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As per oracle help:*

DEFINE_CHAIN_EVENT_STEP Procedure: This procedure adds or replaces a chain step and associates it with an event schedule or an inline event. Once started in a running chain, this step will not complete until the specified event has occurred. Every step in a chain must be defined before the chain can be enabled and used. Defining a step gives it a name and specifies what happens during the step. If a step already exists with this name, the new step will replace the old one.

DEFINE_CHAIN_STEP Procedure: This procedure adds or replaces a chain step and associates it with a program or a nested chain. When the chain step is started, the specified program or chain is run. If a step already exists with the name supplied in the chain_name argument, the new step replaces the old one. The chain owner must have EXECUTE privileges on the program or chain associated with the step. Only one program or chain can run during a step.

Though the help documentation is elaborate, unfortunately I'm failing to understand fully. what is the difference between these two procedures?

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First of all a chain is a name referred to a series of programs which are linked together for a specific objective.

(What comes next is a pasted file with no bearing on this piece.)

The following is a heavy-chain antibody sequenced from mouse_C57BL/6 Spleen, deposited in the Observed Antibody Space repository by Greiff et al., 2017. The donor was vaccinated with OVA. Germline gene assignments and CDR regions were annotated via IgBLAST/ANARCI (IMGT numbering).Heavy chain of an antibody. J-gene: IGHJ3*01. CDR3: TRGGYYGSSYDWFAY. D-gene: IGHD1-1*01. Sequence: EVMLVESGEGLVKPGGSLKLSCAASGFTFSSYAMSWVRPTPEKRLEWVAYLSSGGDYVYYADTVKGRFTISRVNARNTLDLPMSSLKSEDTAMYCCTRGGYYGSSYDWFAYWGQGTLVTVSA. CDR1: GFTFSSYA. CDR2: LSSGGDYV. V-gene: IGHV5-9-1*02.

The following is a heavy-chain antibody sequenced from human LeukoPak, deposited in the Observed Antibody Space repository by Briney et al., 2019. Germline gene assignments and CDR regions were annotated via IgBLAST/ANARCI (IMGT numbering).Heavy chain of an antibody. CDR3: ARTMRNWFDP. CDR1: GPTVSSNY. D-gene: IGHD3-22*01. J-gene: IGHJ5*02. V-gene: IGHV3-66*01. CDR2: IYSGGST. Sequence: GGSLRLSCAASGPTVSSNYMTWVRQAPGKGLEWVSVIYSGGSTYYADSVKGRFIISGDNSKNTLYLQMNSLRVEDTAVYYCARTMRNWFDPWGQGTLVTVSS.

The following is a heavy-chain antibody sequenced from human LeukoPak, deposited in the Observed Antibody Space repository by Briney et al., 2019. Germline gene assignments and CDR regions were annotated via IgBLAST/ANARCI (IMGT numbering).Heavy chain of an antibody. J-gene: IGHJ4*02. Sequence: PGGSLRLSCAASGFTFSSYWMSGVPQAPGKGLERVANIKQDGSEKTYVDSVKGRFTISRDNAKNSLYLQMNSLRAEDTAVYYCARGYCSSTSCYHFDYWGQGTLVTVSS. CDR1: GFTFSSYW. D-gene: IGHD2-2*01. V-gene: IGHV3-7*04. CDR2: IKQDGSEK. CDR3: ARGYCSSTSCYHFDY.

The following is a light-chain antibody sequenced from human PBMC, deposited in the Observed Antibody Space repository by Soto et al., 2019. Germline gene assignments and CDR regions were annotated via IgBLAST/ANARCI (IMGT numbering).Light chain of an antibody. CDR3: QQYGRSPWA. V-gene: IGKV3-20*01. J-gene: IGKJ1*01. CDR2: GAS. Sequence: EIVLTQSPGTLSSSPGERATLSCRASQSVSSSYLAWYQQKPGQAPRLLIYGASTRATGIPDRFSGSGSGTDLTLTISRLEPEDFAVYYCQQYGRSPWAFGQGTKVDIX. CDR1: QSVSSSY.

So the DBMS_SCHEDULER.DEFINE_CHAIN_STEP procedure define an step to point to a program or a nested chain.

BUT, if you wish to define a step which waits for a event to occur to be executed then you need to use DBMS_SCHEDULER.DEFINE_CHAIN_EVENT_STEP procedure.

The following blog post from Database Journal contains a very good example of using Job Chains.

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Figure: Flowchart is taken from database journal blog post by Jim Czuprynski.

For example, according to the above flowchart, to perform employee paycheck file validation steps it file has to be arrived. To define such step you need to user DEFINE_CHAIN_EVENT_STEP procedure.

Go to the referenced link for details.

Reference: Job Chains

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